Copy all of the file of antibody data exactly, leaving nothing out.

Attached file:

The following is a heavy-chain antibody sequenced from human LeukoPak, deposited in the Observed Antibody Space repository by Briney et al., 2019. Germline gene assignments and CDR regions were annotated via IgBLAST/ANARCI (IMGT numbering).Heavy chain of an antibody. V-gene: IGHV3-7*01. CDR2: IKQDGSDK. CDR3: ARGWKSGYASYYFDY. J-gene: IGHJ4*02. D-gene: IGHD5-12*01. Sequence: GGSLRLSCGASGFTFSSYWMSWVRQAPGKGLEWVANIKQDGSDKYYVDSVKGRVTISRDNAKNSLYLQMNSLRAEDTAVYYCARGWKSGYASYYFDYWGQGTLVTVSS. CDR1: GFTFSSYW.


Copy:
The following is a heavy-chain antibody sequenced from human LeukoPak, deposited in the Observed Antibody Space repository by Briney et al., 2019. Germline gene assignments and CDR regions were annotated via IgBLAST/ANARCI (IMGT numbering).Heavy chain of an antibody. V-gene: IGHV3-7*01. CDR2: IKQDGSDK. CDR3: ARGWKSGYASYYFDY. J-gene: IGHJ4*02. D-gene: IGHD5-12*01. Sequence: GGSLRLSCGASGFTFSSYWMSWVRQAPGKGLEWVANIKQDGSDKYYVDSVKGRVTISRDNAKNSLYLQMNSLRAEDTAVYYCARGWKSGYASYYFDYWGQGTLVTVSS. CDR1: GFTFSSYW.